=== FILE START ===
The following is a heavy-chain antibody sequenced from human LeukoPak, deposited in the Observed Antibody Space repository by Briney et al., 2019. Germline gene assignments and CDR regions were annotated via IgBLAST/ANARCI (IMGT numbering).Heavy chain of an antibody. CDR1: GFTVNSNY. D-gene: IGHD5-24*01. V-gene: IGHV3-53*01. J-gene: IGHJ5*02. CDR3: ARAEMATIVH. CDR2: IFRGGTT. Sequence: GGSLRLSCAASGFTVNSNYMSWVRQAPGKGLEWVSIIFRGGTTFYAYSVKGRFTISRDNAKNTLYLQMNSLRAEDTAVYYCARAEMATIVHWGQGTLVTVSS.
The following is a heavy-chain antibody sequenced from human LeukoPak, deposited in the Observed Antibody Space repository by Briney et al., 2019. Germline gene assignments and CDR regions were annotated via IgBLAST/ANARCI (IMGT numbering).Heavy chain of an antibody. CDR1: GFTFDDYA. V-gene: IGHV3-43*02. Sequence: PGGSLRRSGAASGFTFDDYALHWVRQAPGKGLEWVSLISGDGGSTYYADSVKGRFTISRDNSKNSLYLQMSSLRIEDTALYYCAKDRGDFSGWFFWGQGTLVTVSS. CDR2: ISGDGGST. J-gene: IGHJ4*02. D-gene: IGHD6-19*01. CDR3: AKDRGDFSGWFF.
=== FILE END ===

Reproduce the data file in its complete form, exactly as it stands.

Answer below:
The following is a heavy-chain antibody sequenced from human LeukoPak, deposited in the Observed Antibody Space repository by Briney et al., 2019. Germline gene assignments and CDR regions were annotated via IgBLAST/ANARCI (IMGT numbering).Heavy chain of an antibody. CDR1: GFTVNSNY. D-gene: IGHD5-24*01. V-gene: IGHV3-53*01. J-gene: IGHJ5*02. CDR3: ARAEMATIVH. CDR2: IFRGGTT. Sequence: GGSLRLSCAASGFTVNSNYMSWVRQAPGKGLEWVSIIFRGGTTFYAYSVKGRFTISRDNAKNTLYLQMNSLRAEDTAVYYCARAEMATIVHWGQGTLVTVSS.
The following is a heavy-chain antibody sequenced from human LeukoPak, deposited in the Observed Antibody Space repository by Briney et al., 2019. Germline gene assignments and CDR regions were annotated via IgBLAST/ANARCI (IMGT numbering).Heavy chain of an antibody. CDR1: GFTFDDYA. V-gene: IGHV3-43*02. Sequence: PGGSLRRSGAASGFTFDDYALHWVRQAPGKGLEWVSLISGDGGSTYYADSVKGRFTISRDNSKNSLYLQMSSLRIEDTALYYCAKDRGDFSGWFFWGQGTLVTVSS. CDR2: ISGDGGST. J-gene: IGHJ4*02. D-gene: IGHD6-19*01. CDR3: AKDRGDFSGWFF.